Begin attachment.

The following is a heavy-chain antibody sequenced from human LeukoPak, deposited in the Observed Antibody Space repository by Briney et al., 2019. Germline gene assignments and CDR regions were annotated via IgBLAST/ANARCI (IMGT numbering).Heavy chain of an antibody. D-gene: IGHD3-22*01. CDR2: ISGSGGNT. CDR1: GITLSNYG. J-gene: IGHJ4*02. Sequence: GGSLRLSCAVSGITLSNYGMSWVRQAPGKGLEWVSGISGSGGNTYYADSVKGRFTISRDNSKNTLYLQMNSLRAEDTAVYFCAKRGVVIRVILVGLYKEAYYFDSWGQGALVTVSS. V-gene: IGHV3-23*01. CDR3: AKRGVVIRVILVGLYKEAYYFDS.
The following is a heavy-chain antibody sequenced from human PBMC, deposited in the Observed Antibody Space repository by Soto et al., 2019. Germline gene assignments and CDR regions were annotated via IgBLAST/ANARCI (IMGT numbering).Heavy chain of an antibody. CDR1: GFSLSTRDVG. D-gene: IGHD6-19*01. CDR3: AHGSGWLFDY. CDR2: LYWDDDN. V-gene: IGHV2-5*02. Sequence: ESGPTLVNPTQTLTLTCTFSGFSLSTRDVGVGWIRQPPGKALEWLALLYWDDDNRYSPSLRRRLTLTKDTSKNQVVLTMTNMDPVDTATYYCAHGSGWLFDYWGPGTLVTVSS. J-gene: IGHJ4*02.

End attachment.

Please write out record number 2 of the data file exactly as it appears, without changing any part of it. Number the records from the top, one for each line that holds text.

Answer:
The following is a heavy-chain antibody sequenced from human PBMC, deposited in the Observed Antibody Space repository by Soto et al., 2019. Germline gene assignments and CDR regions were annotated via IgBLAST/ANARCI (IMGT numbering).Heavy chain of an antibody. CDR1: GFSLSTRDVG. D-gene: IGHD6-19*01. CDR3: AHGSGWLFDY. CDR2: LYWDDDN. V-gene: IGHV2-5*02. Sequence: ESGPTLVNPTQTLTLTCTFSGFSLSTRDVGVGWIRQPPGKALEWLALLYWDDDNRYSPSLRRRLTLTKDTSKNQVVLTMTNMDPVDTATYYCAHGSGWLFDYWGPGTLVTVSS. J-gene: IGHJ4*02.